[ Prev ][ Table of Contents ][ Front Page ][ Talkback ][ FAQ ][ Next ]
...making Linux just a little more fun!
Fun with Simputer and Embedded Linux
By Pramode C.E

Fun with Simputer and Embedded Linux

Fun with Simputer and Embedded Linux

The Simputer is a StrongArm CPU based handheld device running Linux. Originally developed by professors at the Indian Institute of Science, Bangalore, the device has a social objective of bringing computing and connectivity within the reach of rural communities. This articles provides a tutorial introduction to programming the Simputer (and similar ARM based handheld devices - there are lots of them in the market). The reader is expected to have some experience programming on Linux. Disclaimer: I try to describe things which I had done on my Simputer without any problem - if following my instructions leads to your handheld going up in smoke - I should not be held responsible!


The device is powered by an Intel StrongArm (SA-1110) CPU. The flash memory size is either 32Mb or 16Mb and RAM is 64Mb or 32Mb. The peripheral features include:

  1. USB master as well as slave ports.
  2. Standard serial port.
  3. Infra Red communication port.
  4. Smart card reader

Some of these features are enabled by using a `docking cradle' provided with the base unit. Power can be provided either by rechargeable batteries or external AC mains.

Simputer is powered by GNU/Linux - kernel version 2.4.18 (with a few patches) works fine. The unit comes bundled with binaries for the X-Window system and a few simple utility programs. More details can be obtained from the project home page at www.simputer.org.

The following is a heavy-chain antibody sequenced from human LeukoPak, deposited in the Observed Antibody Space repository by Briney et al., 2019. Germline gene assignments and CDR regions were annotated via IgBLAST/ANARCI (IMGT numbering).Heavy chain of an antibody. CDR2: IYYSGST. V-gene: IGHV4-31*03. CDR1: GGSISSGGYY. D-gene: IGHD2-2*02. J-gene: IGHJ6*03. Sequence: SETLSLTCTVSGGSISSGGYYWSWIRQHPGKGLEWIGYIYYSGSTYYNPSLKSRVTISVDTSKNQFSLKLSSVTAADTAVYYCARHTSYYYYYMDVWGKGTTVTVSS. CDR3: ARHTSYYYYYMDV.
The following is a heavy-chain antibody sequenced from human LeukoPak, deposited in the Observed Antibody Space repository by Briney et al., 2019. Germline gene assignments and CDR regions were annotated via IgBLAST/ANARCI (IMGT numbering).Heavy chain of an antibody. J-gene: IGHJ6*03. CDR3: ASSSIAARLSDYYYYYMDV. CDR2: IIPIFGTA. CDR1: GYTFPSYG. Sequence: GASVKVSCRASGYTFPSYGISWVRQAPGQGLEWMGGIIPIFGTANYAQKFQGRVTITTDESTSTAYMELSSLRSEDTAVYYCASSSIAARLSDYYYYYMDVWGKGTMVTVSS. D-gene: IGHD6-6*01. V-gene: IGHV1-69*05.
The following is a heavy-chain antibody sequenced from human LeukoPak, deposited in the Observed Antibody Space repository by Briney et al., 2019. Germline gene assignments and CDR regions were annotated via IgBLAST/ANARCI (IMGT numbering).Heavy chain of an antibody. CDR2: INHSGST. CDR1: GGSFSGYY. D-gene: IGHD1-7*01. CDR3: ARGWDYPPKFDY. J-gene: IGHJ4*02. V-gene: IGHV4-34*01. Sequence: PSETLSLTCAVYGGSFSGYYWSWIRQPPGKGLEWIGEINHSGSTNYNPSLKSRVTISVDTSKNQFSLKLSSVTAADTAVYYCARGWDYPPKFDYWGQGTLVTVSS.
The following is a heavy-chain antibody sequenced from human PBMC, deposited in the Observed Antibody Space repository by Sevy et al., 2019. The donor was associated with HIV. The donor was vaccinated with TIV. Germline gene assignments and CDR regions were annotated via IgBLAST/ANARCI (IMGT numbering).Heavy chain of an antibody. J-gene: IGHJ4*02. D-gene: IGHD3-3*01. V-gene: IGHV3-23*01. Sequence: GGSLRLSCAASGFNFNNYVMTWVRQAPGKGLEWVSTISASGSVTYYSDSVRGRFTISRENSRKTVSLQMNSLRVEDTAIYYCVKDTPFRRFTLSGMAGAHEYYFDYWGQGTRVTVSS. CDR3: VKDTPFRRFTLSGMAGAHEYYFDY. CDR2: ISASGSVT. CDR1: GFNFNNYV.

Powering up

There is nothing much to it, other than pressing the `power button'. You will see a small tux picture coming up and within a few seconds, you will have X up and running . The LCD screen is touch sensitive and you can use a small `stylus' (geeks use finger nails!) to select applications and move through the graphical interface. If you want to have keyboard input, be prepared for some agonizing manipulations using the stylus and a `soft keyboard' which is nothing but a GUI program from which you can select single alphabets and other symbols.

Waiting for bash

GUI's are for kids. You are not satisfied till you see the trusted old bash prompt. Well, you don't have to try a lot. The Simputer has a serial port - attach the provided serial cable to it - the other end goes to a free port on your host Linux PC (in my case, /dev/ttyS1). Now fire up a communication program (I use `minicom') - you have to first configure the program so that it uses /dev/ttyS1 with communication speed set to 115200 (that's what the Simputer manual says - if you are using a similar handheld, this need not be the same) and 8N1 format, hardware and software flow controls disabled. Doing this with minicom is very simple - invoke it as:

minicom -m -s

Once configuration is over - just type:

minicom -m

and be ready for the surprise. You will immediately see a login prompt. You should be able to type in a user name/password and log on. You should be able to run simple commands like `ls', `ps' etc - you may even be able to use `vi' .